In Bali, Jimmy and I accidentally attended a “Laughing Yoga” class, taught by the Laughing Yoga Man, as he called himself. Claiming that because laughter has a zillion health benefits, but the body doesn’t know – or care – the reasons why we laugh, that we should incorporate laughter as part of our daily exercise.
Now let me tell you, I thought this was totally hokey. And a little funny too (but not funny enough to laugh at). But because this trip has already caused me to try all kinds of weird things I would never normally do, I went with it. First off, we started laughing in a fake kind of way, exactly like you’d imagine people trying to act like they were laughing. Totally goofy. But within about 30 seconds, the scene was so bizarre that I started cracking up at the absurdity of it. And then I really went off. I laughed and laughed until my eyes watered. And afterwards, I felt really good. Jimmy liked it too, so we have been practicing – walking around town, while riding a motorbike around the island. Ha ha ha! Ha ha ha ha ha! Laughter: It’s not just for good jokes anymore.
4.Running. After my forced rest from running, I promised myself that I would rediscover this activity with patience, trust, and a lack of determination. Lack of determination is not my strong suit, but I have this sense that the Buddhist monks are onto something – even if I can’t really understand it – with their “no striving” ideal. So far it has been wonderful. Every run back from injury (and there haven’t been many – see the “lack of determination” un-goal) has felt like a gift. I just sit there and swoon in happiness for a little bit every time I finish. It might be endorphins, but if so that’s ok. I have no problem with having a nuero-chemical reaction on my Top 5 Thanksgiving list.
5. Learning to be in the world. I am not sure anyone knows how to do this right, but I am so thankful to get the chance to try. The radius of my world is blissfully wide, I know. I feel invariably challenged, hopeful and scared about the responsibility and opportunity that breadth brings. To learn, and to try to find some way to make a gift to the world. I have always been a seeker, and a bit of a frenetic one. But more and more, I feel I am seeking less hard and perhaps, ironically, finding more answers. As Mary Oliver asks in her poem, “The Summer Day,” which has always had a power to crush me to my knees, “What is it you plan to do with your one wild and precious life?” And while I may be no closer at articulating the answer than I was when I emerged 39 years ago, I sure as heck am thankful that today I still have the opportunity to try.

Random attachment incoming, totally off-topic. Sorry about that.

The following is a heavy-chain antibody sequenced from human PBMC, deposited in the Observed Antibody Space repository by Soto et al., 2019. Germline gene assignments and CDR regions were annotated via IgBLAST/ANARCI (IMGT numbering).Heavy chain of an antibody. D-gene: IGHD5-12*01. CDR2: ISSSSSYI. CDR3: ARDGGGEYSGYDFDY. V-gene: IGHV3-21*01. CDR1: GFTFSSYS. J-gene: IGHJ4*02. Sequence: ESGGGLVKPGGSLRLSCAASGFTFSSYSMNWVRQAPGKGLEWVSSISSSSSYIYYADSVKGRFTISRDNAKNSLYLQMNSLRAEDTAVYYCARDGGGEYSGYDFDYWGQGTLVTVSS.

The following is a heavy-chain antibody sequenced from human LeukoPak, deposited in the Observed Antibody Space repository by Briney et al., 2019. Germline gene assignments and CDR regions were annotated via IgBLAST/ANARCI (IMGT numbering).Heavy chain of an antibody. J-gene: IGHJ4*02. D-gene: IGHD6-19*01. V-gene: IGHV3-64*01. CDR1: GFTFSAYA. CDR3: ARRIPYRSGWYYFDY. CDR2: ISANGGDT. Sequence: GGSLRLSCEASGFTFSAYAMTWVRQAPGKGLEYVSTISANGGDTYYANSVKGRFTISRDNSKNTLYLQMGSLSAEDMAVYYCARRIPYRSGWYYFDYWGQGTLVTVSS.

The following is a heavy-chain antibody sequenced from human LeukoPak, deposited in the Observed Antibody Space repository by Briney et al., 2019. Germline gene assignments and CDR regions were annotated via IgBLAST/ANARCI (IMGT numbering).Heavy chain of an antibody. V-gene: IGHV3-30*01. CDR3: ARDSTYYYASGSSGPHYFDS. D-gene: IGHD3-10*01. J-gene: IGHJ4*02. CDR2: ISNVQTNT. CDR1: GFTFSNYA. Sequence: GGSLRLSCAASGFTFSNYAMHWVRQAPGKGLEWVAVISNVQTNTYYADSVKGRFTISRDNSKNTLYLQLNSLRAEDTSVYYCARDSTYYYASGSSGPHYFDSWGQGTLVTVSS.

The Summer Day
Who made the world?
Who made the swan, and the black bear?
Who made the grasshopper?
This grasshopper, I mean-
the one who has flung herself out of the grass,
the one who is eating sugar out of my hand,
who is moving her jaws back and forth instead of up and down-
who is gazing around with her enormous and complicated eyes.
Now she lifts her pale forearms and thoroughly washes her face.
Now she snaps her wings open, and floats away.
I don’t know exactly what a prayer is.
I do know how to pay attention, how to fall down into the grass,
how to kneel down in the grass, how to be idle and blessed, how to stroll through the fields,
which is what I have been doing all day.
Tell me, what else should I have done?
Doesn’t everything die at last, and too soon?
Tell me, what is it you plan to do with your one wild and precious life?
Happy Thanksgiving, everyone!